On the morning of Aug. 2, just before the month got off to a scorching start, a member of Camp Second Chance — a tent city located on Myers Way in West Seattle — lifted his remedy for the long, sizzling week ahead: a plastic cup full of water.
“Hydration,” he said.
Just before the punishing temperatures arrived, the National Weather Service issued an “Excessive Heat Warning” for almost every patch of land between Everett and Chehalis, in effect from Tuesday, Aug. 1 through Friday, Aug. 4. The issue became more complicated when wildfires in British Columbia left a smoky haze that extended as far south as Portland.
In response to the heat warning, Seattle Mayor Ed Murray’s office sent out a press release urging citizens to drink water throughout the day and avoid beverages containing dehydrating ingredients like caffeine, alcohol or sugar. The press release also listed and mapped 29 air-conditioned locations and 34 pools around the city that would function as “cooling centers” for residents.
Cooling centers are especially important to homeless people, for whom long days under a hot sun can prove just as dangerous as the dead of winter.
People don’t realize that cold weather is not the only danger homeless people face, said Elizabeth Griffin, a spokesperson for Seattle’s Union Gospel Mission (UGM). UGM provides recovery and emergency care to homeless people in Seattle.
“The temperature can be up to 20 degrees hotter in the city’s urban heat islands because there is so much concrete and so many buildings,” Griffin said. “It’s very different than if you’re living in the suburbs and there’s a lot of green space around.”
UGM team members often know by name the people who live on nearby streets, and this relationship helped teams check for medical issues during the four-day heat wave.
“We have teams going out during the day and then for our usual search-and-rescue at night, and they’re looking for symptoms of heat-related illness,” Griffin said. “If they see somebody that looks like they’re affected badly by the heat, they will take them to Harborview [Medical Center] or call the paramedics.”
Kristine Scott, executive director of the ROOTS Young Adult Shelter, said that she hadn’t yet seen any signs of heat exhaustion or other medical issues, but mentioned that problems are often not identified until after a crisis has passed.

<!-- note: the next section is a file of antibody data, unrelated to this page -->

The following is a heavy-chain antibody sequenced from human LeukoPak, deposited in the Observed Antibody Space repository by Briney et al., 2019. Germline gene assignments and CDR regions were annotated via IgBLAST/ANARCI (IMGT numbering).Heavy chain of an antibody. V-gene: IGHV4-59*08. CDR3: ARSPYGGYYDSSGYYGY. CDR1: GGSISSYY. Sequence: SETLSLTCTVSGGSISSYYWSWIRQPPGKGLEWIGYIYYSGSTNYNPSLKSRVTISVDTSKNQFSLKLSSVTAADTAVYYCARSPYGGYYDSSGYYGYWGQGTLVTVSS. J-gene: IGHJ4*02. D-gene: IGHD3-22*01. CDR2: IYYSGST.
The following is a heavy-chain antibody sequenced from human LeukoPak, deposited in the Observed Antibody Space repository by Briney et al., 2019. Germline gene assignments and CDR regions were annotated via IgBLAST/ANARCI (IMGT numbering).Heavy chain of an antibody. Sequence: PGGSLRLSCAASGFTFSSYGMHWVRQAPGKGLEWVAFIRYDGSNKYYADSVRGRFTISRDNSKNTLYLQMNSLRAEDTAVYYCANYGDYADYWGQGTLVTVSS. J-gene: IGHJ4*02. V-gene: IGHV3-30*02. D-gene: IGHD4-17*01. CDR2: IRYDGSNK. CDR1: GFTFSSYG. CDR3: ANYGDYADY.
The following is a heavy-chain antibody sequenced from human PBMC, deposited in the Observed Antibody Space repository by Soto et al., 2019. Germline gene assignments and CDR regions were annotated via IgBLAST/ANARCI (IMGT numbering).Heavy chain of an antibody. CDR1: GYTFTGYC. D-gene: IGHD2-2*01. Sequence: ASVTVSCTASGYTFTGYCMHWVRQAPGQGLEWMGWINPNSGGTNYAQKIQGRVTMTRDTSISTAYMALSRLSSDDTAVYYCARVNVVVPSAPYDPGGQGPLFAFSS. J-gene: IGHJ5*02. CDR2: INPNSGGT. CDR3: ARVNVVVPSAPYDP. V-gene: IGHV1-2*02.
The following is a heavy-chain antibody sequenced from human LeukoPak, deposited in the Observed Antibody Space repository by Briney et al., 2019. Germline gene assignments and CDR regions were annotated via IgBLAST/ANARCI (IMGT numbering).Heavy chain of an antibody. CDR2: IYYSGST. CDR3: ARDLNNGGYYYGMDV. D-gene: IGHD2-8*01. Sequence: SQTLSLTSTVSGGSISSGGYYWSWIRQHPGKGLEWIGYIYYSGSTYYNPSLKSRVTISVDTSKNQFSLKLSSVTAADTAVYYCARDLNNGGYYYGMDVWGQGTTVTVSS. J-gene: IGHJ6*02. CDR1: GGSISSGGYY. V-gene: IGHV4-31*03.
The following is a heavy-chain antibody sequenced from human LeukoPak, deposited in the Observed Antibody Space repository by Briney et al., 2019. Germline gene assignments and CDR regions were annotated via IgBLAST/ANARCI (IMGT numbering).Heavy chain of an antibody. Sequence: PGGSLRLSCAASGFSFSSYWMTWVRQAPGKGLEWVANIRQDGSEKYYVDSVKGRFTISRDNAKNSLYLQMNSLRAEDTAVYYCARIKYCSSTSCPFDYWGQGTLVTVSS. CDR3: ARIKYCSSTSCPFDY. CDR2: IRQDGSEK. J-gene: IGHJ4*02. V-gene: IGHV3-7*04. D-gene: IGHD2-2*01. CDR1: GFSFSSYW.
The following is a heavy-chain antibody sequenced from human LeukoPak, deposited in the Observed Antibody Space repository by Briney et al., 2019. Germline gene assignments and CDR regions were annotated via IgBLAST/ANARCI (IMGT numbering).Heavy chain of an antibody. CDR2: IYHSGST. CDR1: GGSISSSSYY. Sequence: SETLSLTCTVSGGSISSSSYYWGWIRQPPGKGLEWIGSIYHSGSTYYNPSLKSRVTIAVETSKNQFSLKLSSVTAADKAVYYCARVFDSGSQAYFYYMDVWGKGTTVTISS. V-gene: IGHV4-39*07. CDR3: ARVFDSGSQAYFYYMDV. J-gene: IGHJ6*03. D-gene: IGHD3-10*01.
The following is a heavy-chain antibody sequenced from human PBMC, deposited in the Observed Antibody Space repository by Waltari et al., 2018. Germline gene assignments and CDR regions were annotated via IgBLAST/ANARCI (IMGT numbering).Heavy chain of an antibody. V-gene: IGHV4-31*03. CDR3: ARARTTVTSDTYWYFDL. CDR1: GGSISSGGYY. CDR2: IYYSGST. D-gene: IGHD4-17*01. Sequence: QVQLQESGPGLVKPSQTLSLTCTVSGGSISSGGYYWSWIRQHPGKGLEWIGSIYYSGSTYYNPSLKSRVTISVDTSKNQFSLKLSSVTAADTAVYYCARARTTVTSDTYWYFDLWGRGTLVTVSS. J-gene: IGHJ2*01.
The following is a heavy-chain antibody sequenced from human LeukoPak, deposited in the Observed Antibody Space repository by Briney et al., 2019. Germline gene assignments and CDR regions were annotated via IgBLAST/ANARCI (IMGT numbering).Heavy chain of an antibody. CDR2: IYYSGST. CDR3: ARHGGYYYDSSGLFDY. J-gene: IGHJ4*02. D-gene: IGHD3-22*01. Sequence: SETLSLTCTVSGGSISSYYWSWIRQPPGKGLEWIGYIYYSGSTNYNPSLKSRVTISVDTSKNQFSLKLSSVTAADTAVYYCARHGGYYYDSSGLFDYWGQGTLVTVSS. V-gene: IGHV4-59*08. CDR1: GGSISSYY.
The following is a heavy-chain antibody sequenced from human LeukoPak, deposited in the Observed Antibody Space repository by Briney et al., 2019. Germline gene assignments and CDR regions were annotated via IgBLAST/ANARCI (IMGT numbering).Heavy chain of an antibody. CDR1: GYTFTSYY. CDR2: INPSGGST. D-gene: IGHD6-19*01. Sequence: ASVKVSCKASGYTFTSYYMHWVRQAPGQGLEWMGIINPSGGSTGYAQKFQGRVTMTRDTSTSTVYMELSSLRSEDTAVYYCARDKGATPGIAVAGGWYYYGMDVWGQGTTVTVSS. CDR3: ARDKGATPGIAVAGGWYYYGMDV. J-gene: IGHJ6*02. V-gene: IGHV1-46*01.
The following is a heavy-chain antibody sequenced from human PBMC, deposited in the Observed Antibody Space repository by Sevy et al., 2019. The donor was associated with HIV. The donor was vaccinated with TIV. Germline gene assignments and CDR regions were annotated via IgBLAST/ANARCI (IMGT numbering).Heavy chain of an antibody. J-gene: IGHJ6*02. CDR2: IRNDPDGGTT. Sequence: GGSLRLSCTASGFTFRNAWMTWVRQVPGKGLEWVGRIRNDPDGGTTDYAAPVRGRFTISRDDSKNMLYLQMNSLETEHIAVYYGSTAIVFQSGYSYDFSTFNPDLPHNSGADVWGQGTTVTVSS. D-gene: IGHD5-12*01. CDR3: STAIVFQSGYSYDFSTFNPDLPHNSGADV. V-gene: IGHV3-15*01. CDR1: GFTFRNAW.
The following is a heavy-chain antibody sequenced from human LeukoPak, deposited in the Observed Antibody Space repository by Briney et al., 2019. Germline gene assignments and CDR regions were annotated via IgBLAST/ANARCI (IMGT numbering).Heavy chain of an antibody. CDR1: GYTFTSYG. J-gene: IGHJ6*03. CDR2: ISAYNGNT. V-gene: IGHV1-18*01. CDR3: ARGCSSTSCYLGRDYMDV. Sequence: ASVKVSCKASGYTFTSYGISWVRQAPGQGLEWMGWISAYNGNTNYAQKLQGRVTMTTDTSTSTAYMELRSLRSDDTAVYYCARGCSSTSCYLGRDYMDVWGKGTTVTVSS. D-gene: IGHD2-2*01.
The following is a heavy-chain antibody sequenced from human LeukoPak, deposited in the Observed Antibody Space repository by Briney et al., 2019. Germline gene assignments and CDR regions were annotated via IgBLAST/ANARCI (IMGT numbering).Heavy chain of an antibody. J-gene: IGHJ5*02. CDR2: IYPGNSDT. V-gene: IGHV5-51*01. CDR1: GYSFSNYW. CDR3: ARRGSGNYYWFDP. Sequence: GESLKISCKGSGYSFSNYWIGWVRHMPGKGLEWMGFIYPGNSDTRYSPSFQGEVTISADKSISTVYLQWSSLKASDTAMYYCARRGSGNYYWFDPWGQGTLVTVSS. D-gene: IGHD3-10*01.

Scott added that homeless youth are generally more resilient in such circumstances than older people, a notion that was echoed by Brittny Nielsen, a spokesperson for YouthCare, an organization that supports homeless youth with a shelter and drop-in center.
The cooling centers became a focal point for many, with Scott and Griffin each mentioning that they promoted the cooling centers within their organizations.
Water was the other common refrain of the week, sounding across the city again and again.
“We have a canopy with huge tubs of ice water,” Griffin said. “We’re just giving out water, cups of water, a steady stream of it, all day long, every day during this hot weather.”
YouthCare prepared for the heat wave by stocking up on water bottles and organizing a filling station for those with reusable water bottles, Nielsen said.
Although hydration is key, beating the heat is a multi-strategy game.
Nielsen said YouthCare’s focus has been on water and sunscreen, but other items like fans and cold snacks are also important.
“We’ve also been seeing people want to eat meals that are less hot,” Nielsen said. “For our lunch and dinner options, we’ve been thinking about things that maybe aren’t hot food, but are still nutritious and interesting.”
As long as it’s cold, it’s useful in battling the Seattle blaze.
“We are going through lots of popsicles at the kid’s club, and at the different shelters,” said Linda Mitchell, director of communications at Mary’s Place, a day center for homeless women.
The grueling heat was somewhat less oppressive on Seattle’s waterfront, thanks to a soothing breeze that carried the smell of water and sand over the boardwalk. Dave Smith stationed himself at a fountain near the Seattle Aquarium. He was helping a friend sell bottles of water to passersby.
Smith said that many people, especially those who are homeless, fail to recognize the importance of drinking water.
“A lot of people go to the bars and drink coffee or alcohol,” he said. “They don’t realize that what they really need is water.”
Two other items that Smith identified as underrated but valuable are sunscreen and umbrellas.
Despite the hardships that come with spending a day in the sun, Smith indicated that the heat wave brought opportunity along with it, in the form of boardwalk tourists willing to pay for water.
“It gives people like us a chance to make five bucks,” he said.
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